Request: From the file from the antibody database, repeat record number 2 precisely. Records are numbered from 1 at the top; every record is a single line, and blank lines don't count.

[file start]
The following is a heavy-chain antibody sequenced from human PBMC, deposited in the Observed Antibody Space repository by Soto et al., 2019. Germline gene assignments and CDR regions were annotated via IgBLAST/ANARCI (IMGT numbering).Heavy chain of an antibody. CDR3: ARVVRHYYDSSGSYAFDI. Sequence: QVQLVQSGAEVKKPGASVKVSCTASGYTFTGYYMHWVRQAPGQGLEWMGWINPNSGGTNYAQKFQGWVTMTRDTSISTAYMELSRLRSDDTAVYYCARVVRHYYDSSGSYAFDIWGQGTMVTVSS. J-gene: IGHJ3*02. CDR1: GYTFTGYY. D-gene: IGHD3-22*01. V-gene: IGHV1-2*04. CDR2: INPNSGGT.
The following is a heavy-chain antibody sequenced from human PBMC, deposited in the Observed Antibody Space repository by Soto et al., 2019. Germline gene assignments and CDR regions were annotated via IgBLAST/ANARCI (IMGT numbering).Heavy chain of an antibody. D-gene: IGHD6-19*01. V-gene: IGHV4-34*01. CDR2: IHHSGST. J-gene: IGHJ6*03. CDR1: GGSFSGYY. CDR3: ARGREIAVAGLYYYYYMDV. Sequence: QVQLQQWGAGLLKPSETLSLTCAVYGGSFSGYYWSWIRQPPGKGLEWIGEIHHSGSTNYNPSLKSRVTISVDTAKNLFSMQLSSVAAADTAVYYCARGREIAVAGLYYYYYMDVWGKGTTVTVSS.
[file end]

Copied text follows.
The following is a heavy-chain antibody sequenced from human PBMC, deposited in the Observed Antibody Space repository by Soto et al., 2019. Germline gene assignments and CDR regions were annotated via IgBLAST/ANARCI (IMGT numbering).Heavy chain of an antibody. D-gene: IGHD6-19*01. V-gene: IGHV4-34*01. CDR2: IHHSGST. J-gene: IGHJ6*03. CDR1: GGSFSGYY. CDR3: ARGREIAVAGLYYYYYMDV. Sequence: QVQLQQWGAGLLKPSETLSLTCAVYGGSFSGYYWSWIRQPPGKGLEWIGEIHHSGSTNYNPSLKSRVTISVDTAKNLFSMQLSSVAAADTAVYYCARGREIAVAGLYYYYYMDVWGKGTTVTVSS.